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On The High Road


Clod Ensemble
CAST, Doncaster

Early in this phantasmagorical monochrome hour of almost entirely wordless performance, I found myself thinking irresistibly of a computer game I had played recently. Little Nightmares, like Clod Ensemble’s show, plunges its player / audience into a black-and-white world of dream logic, in which light and shade play tricks on the mind, and whose inhabitants—including scuttling, gnome-like figures—might flip in your imagination from friend to foe and back again.

Clod Ensemble’s work, choreographed by co-artistic director Suzy Wilson, is a kaleidoscopic, allusive piece which functions best if you let your mind drift, as mine did, to generate your own associations, stories, relationships.

It begins, cleverly, with a distant rumble. Thunder, lightning and the beating of heavy rainfall start to form a backdrop as the lighting and sound worlds of the piece cohere. The set is a bright white block of steep, geometric, asymmetric staircases and steppes, against which the black-clad, cone-hatted inhabitants start a sleepy, rhythmic set of moves. The choreography of this early part of the work sees these denizens nod, twitch and shuffle one by one, evoking a muscle-drooping weariness with lightness and humour.

The spectator’s mind is a curious thing, reaching always for meaning, story to grasp onto, and this piece exploits this fact playfully. Just as one set of relationships becomes perhaps apparent, another emerges, and any “meaning” in the choreography is always only transient and up for grabs.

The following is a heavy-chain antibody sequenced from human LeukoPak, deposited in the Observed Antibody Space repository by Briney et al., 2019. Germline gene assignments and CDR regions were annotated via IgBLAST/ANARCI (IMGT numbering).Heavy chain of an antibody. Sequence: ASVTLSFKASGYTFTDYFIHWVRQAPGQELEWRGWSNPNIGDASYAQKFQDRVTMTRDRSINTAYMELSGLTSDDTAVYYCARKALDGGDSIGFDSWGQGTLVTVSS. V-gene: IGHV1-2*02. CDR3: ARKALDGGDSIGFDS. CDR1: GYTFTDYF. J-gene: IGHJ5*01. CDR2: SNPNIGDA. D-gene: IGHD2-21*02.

In the strobing light of the storm raging outside this—what, house?—a presence scurries and gathers. There’s a knock at the door, and the dynamic and tensions shift. Malign presences turn out to be benign; the imperious interlopers become the bullied minority; what appears to be a team becomes disparate individuals who each in turn assert their ascendance—but only for a fleeting moment.

The opening of the show is soundtracked by the transcendental singing of acclaimed soprano Melanie Pappenheim, and the music, composed by the other co-artistic director, Paul Clark, is dissonant but versatile, often with a moving beauty. It shifts from discordant piano to the kinds of squelching white noise experimented with by Björk, Guy Sigsworth and Matmos. Lightning strikes and rain sounds become looped and resampled as organic sounds become electronic noise, and vice versa.

There were times when I found it hard to believe that the sounds emerging from Pappenheim were human ones, so pure and ethereal were they. Similarly, I often found myself doubting that the choreography was humanly possible, that these dancers have human bodies in the same way that you or I have them. They are insect; they are fluid; they are animal.

There are a dozen performers in total: three singers and nine dancers of immense discipline and invention. The sheer range of movement styles, physical shapes and gestural contortions creates such rich, vivid, uncanny imagery that I found myself frequently gasping or chuckling to myself at the sheer ingenuity and sensory overload of it all. It is a viscerally pleasurable performance.

There are some tonal shifts, particularly late in the piece, which did less for me personally, but the beauty of this work is that each viewer will pick their own journey through it—and there is a curious joy in never knowing quite what will unfold next.

And on this note, another reference which insistently suggested itself to me was the art of M C Escher, as the performers spiral round the staircases or tessellate their movements. It is dizzying, transfixing—some kind of genius. Nightmarish, short on overt meaning yet crammed with ideas.

It is not a relaxing show to watch, but rather I found myself leaning in, hungry to take in every corner, every twitch, every strand of the often densely interwoven choreography. I would happily watch it again, and doubtless find yet more fuel to drive my dreaming.

Mark Smith